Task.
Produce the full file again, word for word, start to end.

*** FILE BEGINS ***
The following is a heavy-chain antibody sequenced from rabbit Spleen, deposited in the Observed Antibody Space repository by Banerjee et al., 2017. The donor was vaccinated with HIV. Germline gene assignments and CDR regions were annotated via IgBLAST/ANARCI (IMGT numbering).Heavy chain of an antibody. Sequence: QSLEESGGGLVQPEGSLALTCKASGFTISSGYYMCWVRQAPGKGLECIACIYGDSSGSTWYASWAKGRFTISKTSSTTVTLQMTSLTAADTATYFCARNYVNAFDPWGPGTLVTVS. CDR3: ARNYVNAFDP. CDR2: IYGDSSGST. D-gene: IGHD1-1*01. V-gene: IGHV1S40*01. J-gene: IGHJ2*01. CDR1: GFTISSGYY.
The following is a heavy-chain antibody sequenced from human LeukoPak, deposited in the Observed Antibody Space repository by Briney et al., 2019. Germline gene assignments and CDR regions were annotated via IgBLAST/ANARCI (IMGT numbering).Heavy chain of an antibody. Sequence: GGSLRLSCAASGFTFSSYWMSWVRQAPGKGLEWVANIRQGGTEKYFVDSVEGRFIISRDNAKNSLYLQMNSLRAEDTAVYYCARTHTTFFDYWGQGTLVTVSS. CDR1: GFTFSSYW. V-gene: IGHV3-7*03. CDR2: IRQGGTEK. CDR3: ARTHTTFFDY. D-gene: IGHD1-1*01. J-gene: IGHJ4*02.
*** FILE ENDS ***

The following is a heavy-chain antibody sequenced from rabbit Spleen, deposited in the Observed Antibody Space repository by Banerjee et al., 2017. The donor was vaccinated with HIV. Germline gene assignments and CDR regions were annotated via IgBLAST/ANARCI (IMGT numbering).Heavy chain of an antibody. Sequence: QSLEESGGGLVQPEGSLALTCKASGFTISSGYYMCWVRQAPGKGLECIACIYGDSSGSTWYASWAKGRFTISKTSSTTVTLQMTSLTAADTATYFCARNYVNAFDPWGPGTLVTVS. CDR3: ARNYVNAFDP. CDR2: IYGDSSGST. D-gene: IGHD1-1*01. V-gene: IGHV1S40*01. J-gene: IGHJ2*01. CDR1: GFTISSGYY.
The following is a heavy-chain antibody sequenced from human LeukoPak, deposited in the Observed Antibody Space repository by Briney et al., 2019. Germline gene assignments and CDR regions were annotated via IgBLAST/ANARCI (IMGT numbering).Heavy chain of an antibody. Sequence: GGSLRLSCAASGFTFSSYWMSWVRQAPGKGLEWVANIRQGGTEKYFVDSVEGRFIISRDNAKNSLYLQMNSLRAEDTAVYYCARTHTTFFDYWGQGTLVTVSS. CDR1: GFTFSSYW. V-gene: IGHV3-7*03. CDR2: IRQGGTEK. CDR3: ARTHTTFFDY. D-gene: IGHD1-1*01. J-gene: IGHJ4*02.